Life insurance proceeds paid to you because of the death of the insured person are not taxable unless the policy was turned over to you for a price. This is true even if the proceeds were paid under an accident or health insurance policy or an endowment contract. taxmap/pubs/p554-006.htm#en_us_publink100043619
If death benefits are paid to you in a lump sum or other than at regular intervals, include in your income only the benefits that are more than the amount payable to you at the time of the insured person's death. If the benefit payable at death is not specified, you include in your income the benefit payments that are more than the present value of the payments at the time of death. taxmap/pubs/p554-006.htm#en_us_publink100043620
If you receive life insurance proceeds in installments, you can exclude part of each installment from your income.
To determine the excluded part, divide the amount held by the insurance company (generally the total lump sum payable at the death of the insured person) by the number of installments to be paid. Include anything over this excluded part in your income as interest.taxmap/pubs/p554-006.htm#en_us_publink100043621
If, as the beneficiary under an insurance contract, you are entitled to receive the proceeds in installments for the rest of your life without a refund or period-certain guarantee, you figure the excluded part of each installment by dividing the amount held by the insurance company by your life expectancy. If there is a refund or period-certain guarantee, the amount held by the insurance company for this purpose is reduced by the actuarial value of the guarantee. taxmap/pubs/p554-006.htm#en_us_publink100043622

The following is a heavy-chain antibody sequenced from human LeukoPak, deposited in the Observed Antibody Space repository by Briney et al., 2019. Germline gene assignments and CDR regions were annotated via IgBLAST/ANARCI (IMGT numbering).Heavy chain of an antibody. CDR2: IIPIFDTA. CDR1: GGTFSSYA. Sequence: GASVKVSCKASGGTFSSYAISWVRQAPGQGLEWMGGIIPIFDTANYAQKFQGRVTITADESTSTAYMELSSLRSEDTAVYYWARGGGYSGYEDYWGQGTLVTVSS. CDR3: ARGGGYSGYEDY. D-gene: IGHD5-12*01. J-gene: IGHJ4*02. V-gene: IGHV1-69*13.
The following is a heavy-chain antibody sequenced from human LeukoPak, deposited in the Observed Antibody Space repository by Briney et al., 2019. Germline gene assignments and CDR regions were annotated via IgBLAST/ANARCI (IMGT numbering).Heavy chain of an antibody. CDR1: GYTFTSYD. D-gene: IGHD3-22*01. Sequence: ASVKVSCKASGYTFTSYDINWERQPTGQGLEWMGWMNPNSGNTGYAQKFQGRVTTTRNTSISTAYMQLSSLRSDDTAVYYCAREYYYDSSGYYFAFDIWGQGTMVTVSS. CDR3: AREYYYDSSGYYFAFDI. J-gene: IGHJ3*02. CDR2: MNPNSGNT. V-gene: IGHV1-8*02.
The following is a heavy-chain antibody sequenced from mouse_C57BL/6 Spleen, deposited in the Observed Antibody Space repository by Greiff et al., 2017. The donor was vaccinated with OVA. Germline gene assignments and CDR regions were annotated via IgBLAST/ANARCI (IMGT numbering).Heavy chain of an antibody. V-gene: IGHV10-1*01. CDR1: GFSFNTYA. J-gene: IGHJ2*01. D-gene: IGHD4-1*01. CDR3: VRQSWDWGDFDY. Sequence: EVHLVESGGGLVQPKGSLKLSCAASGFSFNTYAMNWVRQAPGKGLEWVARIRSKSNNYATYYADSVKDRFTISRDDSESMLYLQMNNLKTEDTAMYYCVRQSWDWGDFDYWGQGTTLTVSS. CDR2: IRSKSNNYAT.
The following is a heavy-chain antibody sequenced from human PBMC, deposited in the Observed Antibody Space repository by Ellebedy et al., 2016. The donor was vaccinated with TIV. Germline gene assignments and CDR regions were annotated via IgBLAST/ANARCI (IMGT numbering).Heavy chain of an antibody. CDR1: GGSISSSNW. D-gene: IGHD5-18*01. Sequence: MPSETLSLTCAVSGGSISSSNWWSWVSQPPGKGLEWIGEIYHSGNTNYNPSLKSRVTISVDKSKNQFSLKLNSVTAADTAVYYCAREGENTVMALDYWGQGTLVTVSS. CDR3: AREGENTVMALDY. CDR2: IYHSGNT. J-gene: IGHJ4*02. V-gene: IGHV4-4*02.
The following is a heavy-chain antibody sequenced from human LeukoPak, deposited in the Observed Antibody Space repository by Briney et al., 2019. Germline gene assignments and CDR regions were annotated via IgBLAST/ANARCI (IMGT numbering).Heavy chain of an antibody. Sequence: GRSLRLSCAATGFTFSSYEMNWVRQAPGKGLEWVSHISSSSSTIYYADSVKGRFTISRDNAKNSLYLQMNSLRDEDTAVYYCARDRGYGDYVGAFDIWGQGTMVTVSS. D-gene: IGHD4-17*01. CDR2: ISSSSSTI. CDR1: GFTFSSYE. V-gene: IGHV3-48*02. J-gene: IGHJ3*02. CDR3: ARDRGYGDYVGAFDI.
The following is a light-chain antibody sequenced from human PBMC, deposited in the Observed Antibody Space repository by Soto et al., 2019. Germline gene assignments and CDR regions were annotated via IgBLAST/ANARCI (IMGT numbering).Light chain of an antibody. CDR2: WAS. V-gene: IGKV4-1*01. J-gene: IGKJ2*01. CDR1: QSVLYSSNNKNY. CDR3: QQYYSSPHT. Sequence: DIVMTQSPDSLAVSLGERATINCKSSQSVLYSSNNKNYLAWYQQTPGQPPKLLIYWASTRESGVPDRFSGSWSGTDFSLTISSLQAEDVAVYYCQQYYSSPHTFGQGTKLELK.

If your spouse died before October 23, 1986, and insurance proceeds paid to you because of the death of your spouse are received in installments, you can exclude, in any year, up to $1,000 of the interest included in the installments. If you remarry, you can continue to take the exclusion. taxmap/pubs/p554-006.htm#en_us_publink100043623
If you surrender a life insurance policy for cash, you must include in income any proceeds that are more than the cost of the life insurance policy. In general, your cost (or investment in the contract) is the total of premiums that you paid for the life insurance policy, less any refunded premiums, rebates, dividends, or unrepaid loans that were not included in your income. You should receive a Form 1099-R showing the total proceeds and the taxable part. Report these amounts on lines 16a and 16b of Form 1040, lines 12a and 12b of Form 1040A, or lines 17a and 17b of Form 1040NR. taxmap/pubs/p554-006.htm#en_us_publink100043624
An endowment contract is a policy under which you are paid a specified amount of money on a certain date unless you die before that date, in which case, the money is paid to your designated beneficiary. Endowment proceeds paid in a lump sum to you at maturity are taxable only if the proceeds are more than the cost of the policy. To determine your cost, subtract from the total premiums (or other consideration) paid for the contract any amount that you previously received under the contract and excluded from your income. Include in your income the part of the lump-sum payment that is more than your cost.